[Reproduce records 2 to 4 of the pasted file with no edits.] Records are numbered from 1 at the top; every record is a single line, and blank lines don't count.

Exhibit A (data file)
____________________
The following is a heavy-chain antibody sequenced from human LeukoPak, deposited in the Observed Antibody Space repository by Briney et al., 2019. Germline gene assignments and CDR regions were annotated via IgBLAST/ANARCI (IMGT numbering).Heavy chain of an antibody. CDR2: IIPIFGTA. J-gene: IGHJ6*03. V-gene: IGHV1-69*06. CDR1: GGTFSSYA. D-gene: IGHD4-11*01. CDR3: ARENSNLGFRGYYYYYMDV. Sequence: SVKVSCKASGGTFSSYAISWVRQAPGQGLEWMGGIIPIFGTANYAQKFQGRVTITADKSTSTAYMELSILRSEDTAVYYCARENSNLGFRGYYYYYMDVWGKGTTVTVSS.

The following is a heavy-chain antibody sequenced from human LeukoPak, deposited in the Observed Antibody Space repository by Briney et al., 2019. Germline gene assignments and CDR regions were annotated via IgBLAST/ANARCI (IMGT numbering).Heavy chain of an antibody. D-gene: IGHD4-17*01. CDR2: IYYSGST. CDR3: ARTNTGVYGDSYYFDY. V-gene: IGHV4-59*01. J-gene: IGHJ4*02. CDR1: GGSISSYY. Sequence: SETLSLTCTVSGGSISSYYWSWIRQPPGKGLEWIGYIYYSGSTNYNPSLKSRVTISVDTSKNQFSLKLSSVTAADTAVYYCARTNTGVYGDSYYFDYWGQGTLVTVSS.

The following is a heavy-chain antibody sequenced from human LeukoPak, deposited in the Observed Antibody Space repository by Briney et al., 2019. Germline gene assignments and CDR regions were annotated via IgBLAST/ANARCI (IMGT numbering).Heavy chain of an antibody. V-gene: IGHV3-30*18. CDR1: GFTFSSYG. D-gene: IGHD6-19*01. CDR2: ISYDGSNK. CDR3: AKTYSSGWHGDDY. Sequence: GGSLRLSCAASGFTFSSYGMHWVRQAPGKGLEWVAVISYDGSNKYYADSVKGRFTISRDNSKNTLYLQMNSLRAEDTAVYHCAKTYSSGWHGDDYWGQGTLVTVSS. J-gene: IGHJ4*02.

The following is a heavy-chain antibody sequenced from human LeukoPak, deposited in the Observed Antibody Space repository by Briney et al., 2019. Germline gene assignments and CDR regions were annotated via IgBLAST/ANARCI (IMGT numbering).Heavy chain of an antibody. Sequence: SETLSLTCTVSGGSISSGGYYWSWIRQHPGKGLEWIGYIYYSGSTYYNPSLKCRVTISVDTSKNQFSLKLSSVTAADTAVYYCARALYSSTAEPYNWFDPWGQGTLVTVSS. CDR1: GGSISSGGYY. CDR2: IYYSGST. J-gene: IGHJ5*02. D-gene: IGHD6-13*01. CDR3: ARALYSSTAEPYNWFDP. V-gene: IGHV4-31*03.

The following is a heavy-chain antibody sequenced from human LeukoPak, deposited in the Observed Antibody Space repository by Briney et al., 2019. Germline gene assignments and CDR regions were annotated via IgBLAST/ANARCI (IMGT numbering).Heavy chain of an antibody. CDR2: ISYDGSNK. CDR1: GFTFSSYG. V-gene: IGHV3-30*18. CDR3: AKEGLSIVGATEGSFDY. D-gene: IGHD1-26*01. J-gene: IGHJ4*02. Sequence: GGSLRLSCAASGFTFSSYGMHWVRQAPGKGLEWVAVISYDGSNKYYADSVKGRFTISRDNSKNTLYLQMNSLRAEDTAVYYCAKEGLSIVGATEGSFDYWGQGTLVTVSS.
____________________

The following is a heavy-chain antibody sequenced from human LeukoPak, deposited in the Observed Antibody Space repository by Briney et al., 2019. Germline gene assignments and CDR regions were annotated via IgBLAST/ANARCI (IMGT numbering).Heavy chain of an antibody. D-gene: IGHD4-17*01. CDR2: IYYSGST. CDR3: ARTNTGVYGDSYYFDY. V-gene: IGHV4-59*01. J-gene: IGHJ4*02. CDR1: GGSISSYY. Sequence: SETLSLTCTVSGGSISSYYWSWIRQPPGKGLEWIGYIYYSGSTNYNPSLKSRVTISVDTSKNQFSLKLSSVTAADTAVYYCARTNTGVYGDSYYFDYWGQGTLVTVSS.

The following is a heavy-chain antibody sequenced from human LeukoPak, deposited in the Observed Antibody Space repository by Briney et al., 2019. Germline gene assignments and CDR regions were annotated via IgBLAST/ANARCI (IMGT numbering).Heavy chain of an antibody. V-gene: IGHV3-30*18. CDR1: GFTFSSYG. D-gene: IGHD6-19*01. CDR2: ISYDGSNK. CDR3: AKTYSSGWHGDDY. Sequence: GGSLRLSCAASGFTFSSYGMHWVRQAPGKGLEWVAVISYDGSNKYYADSVKGRFTISRDNSKNTLYLQMNSLRAEDTAVYHCAKTYSSGWHGDDYWGQGTLVTVSS. J-gene: IGHJ4*02.

The following is a heavy-chain antibody sequenced from human LeukoPak, deposited in the Observed Antibody Space repository by Briney et al., 2019. Germline gene assignments and CDR regions were annotated via IgBLAST/ANARCI (IMGT numbering).Heavy chain of an antibody. Sequence: SETLSLTCTVSGGSISSGGYYWSWIRQHPGKGLEWIGYIYYSGSTYYNPSLKCRVTISVDTSKNQFSLKLSSVTAADTAVYYCARALYSSTAEPYNWFDPWGQGTLVTVSS. CDR1: GGSISSGGYY. CDR2: IYYSGST. J-gene: IGHJ5*02. D-gene: IGHD6-13*01. CDR3: ARALYSSTAEPYNWFDP. V-gene: IGHV4-31*03.